Τόσο η BMW όσο και η Opel εργάζονται πάνω στο project UR:BAN (User oriented assistance systems and network management) το οποίο έχει ως στόχο να βελτιώσει την ασφάλεια και να μειώσει τα ατυχήματα των αυτοκινήτων μέσα από τρεις βασικούς τομείς, την γνωστική βοήθεια, το συνδεδεμένο σύστημα κυκλοφορίας και τον ανθρώπινο παράγοντα.
Για τον πρώτο τομέα η Opel και η BMW αναπτύσσουν ένα νέο προηγμένο σύστημα υποστήριξης του οδηγού που χρησιμοποιεί μια κάμερα, ένα ραντάρ όπως και τροποποιημένα συστήματα διεύθυνσης και πέδησης. Όταν το σύστημα εντοπίσει αδυναμία εκ μέρους του οδηγού να αποφύγει ένα επικείμενο ατύχημα, αυτό λαμβάνει τα κατάλληλα μέτρα για να κατευθύνει το αυτοκίνητο μακριά από το αντικείμενο που θα χτυπήσει.
Η Opel εργάζεται επίσης και στο σύστημα επικοινωνίας Car-to-X, ενώ αναπτύσσει και έναν αλγόριθμο που μπορεί να ανιχνεύσει τις προθέσεις του οδηγού με τη χρήση διαφόρων αισθητήρων, έτσι ώστε να τον ενημερώσει ή όχι για ένα επικείμενο ατύχημα.
Η BMW ετοιμάζει επίσης ένα νέο σύστημα που αναλύει διάφορες καταστάσεις και τη συμπεριφορά των πεζών, προκειμένου να αξιολογήσει αν υπάρχει πιθανότητα αυτοί να έχουν οποιοδήποτε ατύχημα με το αυτοκίνητο τους. Το τελικό σύστημα θα ελέγχει περιμετρικά το αυτοκίνητο για αντικείμενα ή πεζούς, έτσι ώστε να μειώνει τις πιθανότητες κάποιου ατυχήματος. Η γερμανική εταιρία εργάζεται επίσης και σε ένα σύστημα το οποίο θα επιτρέπει στα αυτοκίνητα της να “καταλαβαίνουν” το πότε ένα φανάρι θα ανάψει πράσινο ή κόκκινο, έτσι ώστε να μειωθούν περαιτέρω οι εκπομπές CO2 τους. Αντίστοιχο σύστημα ετοιμάζει και η Audi.
Opel and UR:BAN: Making urban driving safer and more efficient
- Cognitive assistance systems increase safety
- Networking of vehicles and infrastructure in urban traffic
- Urban-appropriate human-machine interaction
Rüsselsheim/Braunschweig. Driving a car in towns or cities means a coexistence of various road users and means of transport. It also means coping with a complex traffic situation and a high density of activities.
Expert teams at Opel developing innovative assistance systems to increase efficiency and safety in urban transport are participating in the UR:BAN research project (user oriented assistance systems and network management). The goal of the partly German government funded project is to provide drivers of passenger cars and commercial vehicles with forward-looking support, tailored and customized to driving in urban traffic. Thirty-one partners from the automotive industry, electronics and software companies, together with research institutes and local authorities, are developing intelligent assistance and cooperative traffic management systems.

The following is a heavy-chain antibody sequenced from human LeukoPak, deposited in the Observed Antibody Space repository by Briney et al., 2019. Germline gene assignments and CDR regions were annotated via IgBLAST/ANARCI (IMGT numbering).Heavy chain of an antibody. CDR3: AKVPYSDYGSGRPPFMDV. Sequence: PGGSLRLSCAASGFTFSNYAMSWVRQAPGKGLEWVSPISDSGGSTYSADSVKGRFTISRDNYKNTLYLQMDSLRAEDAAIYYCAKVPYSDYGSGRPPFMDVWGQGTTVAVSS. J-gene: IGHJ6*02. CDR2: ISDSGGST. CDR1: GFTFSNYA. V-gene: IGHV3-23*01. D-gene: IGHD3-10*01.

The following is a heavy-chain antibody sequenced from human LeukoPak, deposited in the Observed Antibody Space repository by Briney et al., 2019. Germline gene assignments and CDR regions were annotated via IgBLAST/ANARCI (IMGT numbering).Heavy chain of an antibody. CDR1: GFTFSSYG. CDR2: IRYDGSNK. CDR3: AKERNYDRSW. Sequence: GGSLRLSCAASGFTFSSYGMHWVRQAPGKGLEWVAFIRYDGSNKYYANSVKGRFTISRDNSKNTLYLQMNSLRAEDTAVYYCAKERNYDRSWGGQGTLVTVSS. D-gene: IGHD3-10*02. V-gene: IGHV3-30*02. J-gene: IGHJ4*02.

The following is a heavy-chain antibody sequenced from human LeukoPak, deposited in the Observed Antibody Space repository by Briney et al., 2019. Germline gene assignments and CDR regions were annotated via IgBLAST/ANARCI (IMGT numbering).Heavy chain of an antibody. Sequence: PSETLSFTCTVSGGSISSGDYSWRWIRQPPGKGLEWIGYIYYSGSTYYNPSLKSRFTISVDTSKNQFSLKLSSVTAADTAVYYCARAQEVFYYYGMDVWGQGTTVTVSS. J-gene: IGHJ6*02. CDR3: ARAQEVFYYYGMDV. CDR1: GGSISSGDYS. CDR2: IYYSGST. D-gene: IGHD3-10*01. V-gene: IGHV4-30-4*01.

The results and findings obtained so far were delivered today in the UR:BAN mid-term presentation at the Deutsche Zentrum für Luft – und Raumfahrt e.V. (DLR – German Center for Air and Space Travel) in Braunschweig, Germany.
The on-going, until 2016, UR:BAN research project, is divided into three pillars: “Cognitive Assistance”, “Networked Traffic System”, and “Human Factors in Traffic”. “Opel is a partner in all three project pillars”, explains Michael F. Ableson, Member of the Management Board and GM Europe Vice President, Engineering. “The focus is always on the human being. Teams of engineers, physicists and traffic psychologists are exploring assistance in difficult situations, the intelligent networking of vehicles and infrastructure, driver behavior, and the appropriate human-machine interaction for urban driving.”
Cognitive Assistance – collision avoidance by evading and braking
Especially in urban traffic, difficult situations can occur where the driver may not react in time. This is where the sub-project “collision avoidance by steering and braking” comes in. The Opel team is developing an advanced driver assistance system that takes advantage of the extra road space created by steering intervention to implement an additional situation-specific evasion. This system should help avoid collisions with vehicles and pedestrians in inner-city traffic.
At the mid-term presentation, Opel will show a demonstration vehicle equipped with advanced camera and radar, complemented by modified braking and steering systems, which allow an intervention in the control over the vehicle. Consideration of the driver’s reaction represents an important criterion for the optimization of the intervention strategy. In addition, Opel will integrate the latest findings of human-machine interaction and driver intention detection in the demonstration vehicle.
Networked Traffic System – smart intersection